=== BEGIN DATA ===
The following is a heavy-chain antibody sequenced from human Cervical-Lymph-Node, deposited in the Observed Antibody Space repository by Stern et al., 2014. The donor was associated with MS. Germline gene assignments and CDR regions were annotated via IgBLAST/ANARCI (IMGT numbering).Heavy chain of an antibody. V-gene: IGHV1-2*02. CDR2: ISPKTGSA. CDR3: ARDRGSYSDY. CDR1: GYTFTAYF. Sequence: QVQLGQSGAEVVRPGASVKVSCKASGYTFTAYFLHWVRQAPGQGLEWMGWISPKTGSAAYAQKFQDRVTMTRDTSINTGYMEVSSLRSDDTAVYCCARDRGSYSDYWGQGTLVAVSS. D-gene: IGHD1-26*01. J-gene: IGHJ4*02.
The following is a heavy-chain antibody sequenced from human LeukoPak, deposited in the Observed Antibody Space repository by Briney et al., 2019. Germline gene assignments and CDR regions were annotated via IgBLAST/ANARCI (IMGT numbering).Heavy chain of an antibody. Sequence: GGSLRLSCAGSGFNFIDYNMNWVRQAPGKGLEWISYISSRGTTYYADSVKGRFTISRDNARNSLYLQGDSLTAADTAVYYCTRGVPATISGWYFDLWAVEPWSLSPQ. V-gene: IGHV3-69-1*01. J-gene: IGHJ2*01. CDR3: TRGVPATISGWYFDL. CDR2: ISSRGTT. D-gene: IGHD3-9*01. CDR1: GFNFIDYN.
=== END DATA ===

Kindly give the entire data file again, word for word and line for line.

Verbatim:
The following is a heavy-chain antibody sequenced from human Cervical-Lymph-Node, deposited in the Observed Antibody Space repository by Stern et al., 2014. The donor was associated with MS. Germline gene assignments and CDR regions were annotated via IgBLAST/ANARCI (IMGT numbering).Heavy chain of an antibody. V-gene: IGHV1-2*02. CDR2: ISPKTGSA. CDR3: ARDRGSYSDY. CDR1: GYTFTAYF. Sequence: QVQLGQSGAEVVRPGASVKVSCKASGYTFTAYFLHWVRQAPGQGLEWMGWISPKTGSAAYAQKFQDRVTMTRDTSINTGYMEVSSLRSDDTAVYCCARDRGSYSDYWGQGTLVAVSS. D-gene: IGHD1-26*01. J-gene: IGHJ4*02.
The following is a heavy-chain antibody sequenced from human LeukoPak, deposited in the Observed Antibody Space repository by Briney et al., 2019. Germline gene assignments and CDR regions were annotated via IgBLAST/ANARCI (IMGT numbering).Heavy chain of an antibody. Sequence: GGSLRLSCAGSGFNFIDYNMNWVRQAPGKGLEWISYISSRGTTYYADSVKGRFTISRDNARNSLYLQGDSLTAADTAVYYCTRGVPATISGWYFDLWAVEPWSLSPQ. V-gene: IGHV3-69-1*01. J-gene: IGHJ2*01. CDR3: TRGVPATISGWYFDL. CDR2: ISSRGTT. D-gene: IGHD3-9*01. CDR1: GFNFIDYN.